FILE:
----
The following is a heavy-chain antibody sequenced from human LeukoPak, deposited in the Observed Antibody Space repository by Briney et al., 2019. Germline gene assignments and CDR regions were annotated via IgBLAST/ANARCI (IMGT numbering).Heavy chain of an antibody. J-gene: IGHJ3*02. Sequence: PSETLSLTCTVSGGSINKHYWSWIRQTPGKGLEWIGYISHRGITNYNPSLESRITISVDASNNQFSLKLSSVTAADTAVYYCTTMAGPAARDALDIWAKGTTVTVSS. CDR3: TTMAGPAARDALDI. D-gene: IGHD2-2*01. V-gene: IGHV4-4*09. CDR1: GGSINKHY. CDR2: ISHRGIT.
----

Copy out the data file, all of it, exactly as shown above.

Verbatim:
The following is a heavy-chain antibody sequenced from human LeukoPak, deposited in the Observed Antibody Space repository by Briney et al., 2019. Germline gene assignments and CDR regions were annotated via IgBLAST/ANARCI (IMGT numbering).Heavy chain of an antibody. J-gene: IGHJ3*02. Sequence: PSETLSLTCTVSGGSINKHYWSWIRQTPGKGLEWIGYISHRGITNYNPSLESRITISVDASNNQFSLKLSSVTAADTAVYYCTTMAGPAARDALDIWAKGTTVTVSS. CDR3: TTMAGPAARDALDI. D-gene: IGHD2-2*01. V-gene: IGHV4-4*09. CDR1: GGSINKHY. CDR2: ISHRGIT.